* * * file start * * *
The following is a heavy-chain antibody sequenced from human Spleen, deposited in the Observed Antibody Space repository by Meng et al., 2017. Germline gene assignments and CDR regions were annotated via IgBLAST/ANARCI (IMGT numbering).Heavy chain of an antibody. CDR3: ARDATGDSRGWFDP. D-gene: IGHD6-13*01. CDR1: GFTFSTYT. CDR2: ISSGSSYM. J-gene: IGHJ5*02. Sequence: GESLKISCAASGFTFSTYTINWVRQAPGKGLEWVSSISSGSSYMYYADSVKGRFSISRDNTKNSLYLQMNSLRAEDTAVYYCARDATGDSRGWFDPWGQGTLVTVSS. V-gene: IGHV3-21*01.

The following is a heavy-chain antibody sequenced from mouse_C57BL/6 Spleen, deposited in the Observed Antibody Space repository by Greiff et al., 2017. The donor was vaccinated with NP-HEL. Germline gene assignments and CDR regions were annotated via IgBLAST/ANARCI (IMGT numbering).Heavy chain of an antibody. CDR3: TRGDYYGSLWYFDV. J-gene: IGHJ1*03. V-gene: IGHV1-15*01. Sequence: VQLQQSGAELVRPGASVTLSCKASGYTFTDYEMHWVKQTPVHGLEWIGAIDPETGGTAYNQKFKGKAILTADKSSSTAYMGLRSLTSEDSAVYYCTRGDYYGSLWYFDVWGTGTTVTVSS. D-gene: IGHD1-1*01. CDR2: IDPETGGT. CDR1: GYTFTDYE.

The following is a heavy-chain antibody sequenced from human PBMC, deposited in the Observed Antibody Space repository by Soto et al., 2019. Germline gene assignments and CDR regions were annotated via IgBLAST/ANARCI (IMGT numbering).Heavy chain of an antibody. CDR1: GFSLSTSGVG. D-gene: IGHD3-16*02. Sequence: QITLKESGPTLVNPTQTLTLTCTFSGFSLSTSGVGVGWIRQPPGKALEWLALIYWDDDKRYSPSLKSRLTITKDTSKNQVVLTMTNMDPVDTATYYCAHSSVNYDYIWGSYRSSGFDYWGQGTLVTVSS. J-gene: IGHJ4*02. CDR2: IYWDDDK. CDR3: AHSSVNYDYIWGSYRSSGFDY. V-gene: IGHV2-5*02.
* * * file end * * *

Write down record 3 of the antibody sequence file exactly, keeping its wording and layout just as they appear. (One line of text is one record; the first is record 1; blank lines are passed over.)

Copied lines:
The following is a heavy-chain antibody sequenced from human PBMC, deposited in the Observed Antibody Space repository by Soto et al., 2019. Germline gene assignments and CDR regions were annotated via IgBLAST/ANARCI (IMGT numbering).Heavy chain of an antibody. CDR1: GFSLSTSGVG. D-gene: IGHD3-16*02. Sequence: QITLKESGPTLVNPTQTLTLTCTFSGFSLSTSGVGVGWIRQPPGKALEWLALIYWDDDKRYSPSLKSRLTITKDTSKNQVVLTMTNMDPVDTATYYCAHSSVNYDYIWGSYRSSGFDYWGQGTLVTVSS. J-gene: IGHJ4*02. CDR2: IYWDDDK. CDR3: AHSSVNYDYIWGSYRSSGFDY. V-gene: IGHV2-5*02.